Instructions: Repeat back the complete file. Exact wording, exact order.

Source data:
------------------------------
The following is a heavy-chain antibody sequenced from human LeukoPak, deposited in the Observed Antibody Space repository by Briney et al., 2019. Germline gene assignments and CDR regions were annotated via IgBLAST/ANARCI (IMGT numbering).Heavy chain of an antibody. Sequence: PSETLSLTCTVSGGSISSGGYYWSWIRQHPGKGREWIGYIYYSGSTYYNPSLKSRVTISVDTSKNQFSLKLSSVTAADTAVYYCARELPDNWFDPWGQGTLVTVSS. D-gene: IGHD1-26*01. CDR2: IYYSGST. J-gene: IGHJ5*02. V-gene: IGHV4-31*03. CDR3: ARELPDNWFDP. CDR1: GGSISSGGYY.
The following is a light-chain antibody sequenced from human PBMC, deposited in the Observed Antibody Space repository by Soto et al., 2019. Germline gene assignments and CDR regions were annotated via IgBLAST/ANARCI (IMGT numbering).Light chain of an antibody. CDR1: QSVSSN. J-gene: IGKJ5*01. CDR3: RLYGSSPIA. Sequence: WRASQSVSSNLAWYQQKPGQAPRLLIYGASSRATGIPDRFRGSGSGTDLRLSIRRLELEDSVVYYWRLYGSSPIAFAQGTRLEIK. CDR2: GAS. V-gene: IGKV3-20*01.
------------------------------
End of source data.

The following is a heavy-chain antibody sequenced from human LeukoPak, deposited in the Observed Antibody Space repository by Briney et al., 2019. Germline gene assignments and CDR regions were annotated via IgBLAST/ANARCI (IMGT numbering).Heavy chain of an antibody. Sequence: PSETLSLTCTVSGGSISSGGYYWSWIRQHPGKGREWIGYIYYSGSTYYNPSLKSRVTISVDTSKNQFSLKLSSVTAADTAVYYCARELPDNWFDPWGQGTLVTVSS. D-gene: IGHD1-26*01. CDR2: IYYSGST. J-gene: IGHJ5*02. V-gene: IGHV4-31*03. CDR3: ARELPDNWFDP. CDR1: GGSISSGGYY.
The following is a light-chain antibody sequenced from human PBMC, deposited in the Observed Antibody Space repository by Soto et al., 2019. Germline gene assignments and CDR regions were annotated via IgBLAST/ANARCI (IMGT numbering).Light chain of an antibody. CDR1: QSVSSN. J-gene: IGKJ5*01. CDR3: RLYGSSPIA. Sequence: WRASQSVSSNLAWYQQKPGQAPRLLIYGASSRATGIPDRFRGSGSGTDLRLSIRRLELEDSVVYYWRLYGSSPIAFAQGTRLEIK. CDR2: GAS. V-gene: IGKV3-20*01.